National roadmaps for deforestation-free commodity commitments in Colombia, Peru and Ecuador
The expansion of commodity production, including timber, soy, beef, palm, coffee and cacao, has been a leading driver of deforestation in many of the world’s remaining major forests, causing a loss of valuable carbon sinks and other important services, like clean air and water, and livelihoods for forest-dependent peoples.
From Commitment to Action (FC2A) is a UNDP's flagship initiative working in Colombia, Peru and Ecuador to support governments and companies to accelerate a reduction in deforestation from agricultural commodities in key forest eco-regions. At the centre of the project is the collaborative development of a roadmap for each country, highlighting actions planned, and further actions needed, to fulfill the commitments made by these countries’ governments and companies to reduce deforestation from commodities.
Phase 1 of FC2A has built on UNDP’s role as a trusted development partner through the UNDP regional and Country Offices in these three countries. Through UNDP GCP’s motto, Multi-Stakeholder Collaboration for Systemic Change, FC2A has brought together public and private sectors, with civil society, to define these roadmaps.
National and Sub-National Dialogues have been the key events on the way to the three roadmaps, which have:
1. Taken stock of existing commitments by government and the private sector (domestic and international) to reduce deforestation from commodity production in the country.
2. Identified policies, actions or lack of action by public or private sectors, that are enabling continued expansion of commodity “footprints” into primary and secondary rainforest.
3. Considered the initiatives already planned and budgeted for, to meet the commitments, and highlighted gaps where additional policies, actions and spending are required.
The initiative launched its in-country activities in early 2019. Following the Dialogues, the FC2A initiative produced a roadmap for each country identifying where there are still systemic barriers to the efforts to accelerate a reduction in deforestation of the Amazon. The results, summarised in the From Commitment To Action: Supporting Deforestation Free Commodity Supply Chains From The Amazon report featured in the image below, emphasize just how complex it is in each country to create the right context with all the regulations, plans, incentives, and capacities in place so that production practices are transformed.
The FC2A analysis, the result of a year-long multi-stakeholder research process, suggests a range of actions that would make a difference in tackling the persistent gaps that impede progress. These insights, all centered on a systemic approach, have been identified as key contributors to success, ranging from overarching considerations to action on the ground:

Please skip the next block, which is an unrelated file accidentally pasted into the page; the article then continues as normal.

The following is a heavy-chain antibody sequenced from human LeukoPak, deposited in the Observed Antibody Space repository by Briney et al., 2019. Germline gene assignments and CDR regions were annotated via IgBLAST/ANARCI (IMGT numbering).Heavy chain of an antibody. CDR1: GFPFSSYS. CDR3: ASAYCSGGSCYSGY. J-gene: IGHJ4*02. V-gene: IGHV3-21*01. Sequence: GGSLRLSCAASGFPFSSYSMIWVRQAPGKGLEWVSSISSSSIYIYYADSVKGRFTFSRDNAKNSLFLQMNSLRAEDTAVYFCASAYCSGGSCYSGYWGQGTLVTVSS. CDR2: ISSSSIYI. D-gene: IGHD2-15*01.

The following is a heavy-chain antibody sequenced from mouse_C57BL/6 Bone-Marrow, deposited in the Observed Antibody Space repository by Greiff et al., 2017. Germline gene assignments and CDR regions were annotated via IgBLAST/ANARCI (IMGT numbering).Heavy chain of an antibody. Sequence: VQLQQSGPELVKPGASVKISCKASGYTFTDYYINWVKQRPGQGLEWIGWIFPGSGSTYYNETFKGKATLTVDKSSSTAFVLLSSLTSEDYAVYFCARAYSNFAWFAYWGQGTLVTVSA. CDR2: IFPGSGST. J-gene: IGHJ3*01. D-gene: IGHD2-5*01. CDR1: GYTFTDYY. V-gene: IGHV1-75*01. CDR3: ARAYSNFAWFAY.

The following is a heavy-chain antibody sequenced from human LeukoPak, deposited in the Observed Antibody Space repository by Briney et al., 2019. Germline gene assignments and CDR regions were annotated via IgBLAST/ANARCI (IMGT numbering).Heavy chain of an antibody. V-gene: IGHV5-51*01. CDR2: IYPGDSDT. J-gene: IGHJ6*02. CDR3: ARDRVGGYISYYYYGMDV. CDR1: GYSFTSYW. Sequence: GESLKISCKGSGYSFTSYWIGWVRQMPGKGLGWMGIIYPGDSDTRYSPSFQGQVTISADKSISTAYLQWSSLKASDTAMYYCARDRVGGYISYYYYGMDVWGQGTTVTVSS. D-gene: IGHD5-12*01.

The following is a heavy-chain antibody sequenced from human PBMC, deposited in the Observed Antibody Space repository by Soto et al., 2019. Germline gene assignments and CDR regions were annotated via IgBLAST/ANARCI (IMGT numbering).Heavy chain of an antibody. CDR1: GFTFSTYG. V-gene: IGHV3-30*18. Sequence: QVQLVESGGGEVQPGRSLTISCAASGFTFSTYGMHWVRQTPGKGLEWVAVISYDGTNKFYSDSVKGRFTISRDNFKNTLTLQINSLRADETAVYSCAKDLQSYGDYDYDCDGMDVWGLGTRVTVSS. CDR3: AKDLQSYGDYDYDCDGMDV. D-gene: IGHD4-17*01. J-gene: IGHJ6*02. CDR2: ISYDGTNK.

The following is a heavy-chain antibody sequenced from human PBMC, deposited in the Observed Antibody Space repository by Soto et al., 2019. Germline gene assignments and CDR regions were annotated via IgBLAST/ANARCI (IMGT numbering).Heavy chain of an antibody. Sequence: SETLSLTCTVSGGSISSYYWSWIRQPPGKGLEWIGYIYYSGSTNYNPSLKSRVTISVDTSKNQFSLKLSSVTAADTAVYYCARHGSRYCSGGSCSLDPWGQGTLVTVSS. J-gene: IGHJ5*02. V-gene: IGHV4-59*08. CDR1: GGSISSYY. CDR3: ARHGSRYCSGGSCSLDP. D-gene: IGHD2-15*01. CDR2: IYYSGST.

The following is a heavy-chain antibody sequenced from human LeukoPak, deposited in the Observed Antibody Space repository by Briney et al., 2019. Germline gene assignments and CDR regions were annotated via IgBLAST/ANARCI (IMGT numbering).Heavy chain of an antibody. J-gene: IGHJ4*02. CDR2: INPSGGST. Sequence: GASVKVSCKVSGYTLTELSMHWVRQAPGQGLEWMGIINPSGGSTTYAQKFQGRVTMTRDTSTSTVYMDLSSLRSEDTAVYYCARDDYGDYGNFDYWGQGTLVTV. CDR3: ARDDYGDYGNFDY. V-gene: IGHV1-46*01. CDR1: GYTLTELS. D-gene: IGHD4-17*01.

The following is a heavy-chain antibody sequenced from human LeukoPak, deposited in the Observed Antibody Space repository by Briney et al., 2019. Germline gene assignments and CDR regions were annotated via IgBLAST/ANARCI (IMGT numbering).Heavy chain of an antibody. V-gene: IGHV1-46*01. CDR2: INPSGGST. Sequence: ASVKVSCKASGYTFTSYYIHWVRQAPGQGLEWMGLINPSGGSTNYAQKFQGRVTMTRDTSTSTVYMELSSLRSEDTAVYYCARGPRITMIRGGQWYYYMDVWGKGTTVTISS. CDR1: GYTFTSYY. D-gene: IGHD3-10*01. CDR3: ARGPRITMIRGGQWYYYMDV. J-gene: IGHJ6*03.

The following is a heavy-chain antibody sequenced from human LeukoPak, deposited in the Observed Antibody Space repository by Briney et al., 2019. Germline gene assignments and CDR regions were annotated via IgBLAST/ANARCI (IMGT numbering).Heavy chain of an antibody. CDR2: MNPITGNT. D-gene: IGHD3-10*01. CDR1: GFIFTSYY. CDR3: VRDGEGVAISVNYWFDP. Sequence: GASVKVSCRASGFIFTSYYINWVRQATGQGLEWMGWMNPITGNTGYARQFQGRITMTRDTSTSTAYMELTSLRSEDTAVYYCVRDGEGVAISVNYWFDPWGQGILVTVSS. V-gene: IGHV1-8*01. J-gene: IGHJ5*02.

o Think more systemically – especially in getting every stakeholder around the table to ensure joined-up working. Involve more than just the usual parties, including a broader range of government ministries, to ensure everyone recognises and protects sustainable use of forest areas, and applies frameworks or guidelines developed for zero deforestation.
o Consider the geography - step up planning and coordination across the different levels of National, Regional and Local government on issues such as land use planning and ensure a more systemic approach to coordination is employed here too. Make sure that systems for land mapping, zoning, and monitoring are completed and adapted for use by local authorities and communities.
o Enforce sanctions for deforestation and inappropriate land use change, with penalties and effective deterrents. Strengthen the capacity of the national/local police, the courts and institutions to deal with perpetrators and enforce due diligence.
o Develop alternative agricultural planning models that integrate the sustainable use and management of forest resources with production of commodities such as dairy, beef and cocoa. Private sector engagement to support zero deforestation supply chains through good purchasing practices and pricing mechanisms will recognise and reward this.
o Recognise natural assets such as forests as potential driver for sustainable economic growth.
In the report, the reader will find much more detailed recommendations in each individual country’s documentation.
The FC2A initiative found good progress being made in Colombia, Peru and Ecuador. For example, there is strengthened land use planning, legislation is in place governing land use, and national level satellite and on the ground monitoring systems have been set up. Ecuador is leading the way on jurisdictional certification for deforestation free palm oil, Peru has developed a Forest Coverage Monitoring Module as part of a national system for monitoring the impact of agriculture on forests, and Colombia has established a national cut-off date and definition for deforestation.
However, many challenges persist. There is still much work to be done in improving coordination between Ministries and aligning contradictory policies that do not support the protection of forests or other natural resources. National level policies and legislation are poorly implemented at the sub national level due to limited resources and capacities and/or insufficient operational guidance. Markets are not yet rewarding commodities that demonstrate sustainable production practices. And although all countries have increasingly stringent laws in place regarding deforestation, there is often weak implementation and ineffective application of meaningful sanctions.
Read and download the full report here: From Commitment to Action: Supporting Deforestation Free Commodity Supply Chains From the Amazon.
For more information, please contact Christina Archer, Senior Partnerships Advisor at UNDP GCP, at [email protected].
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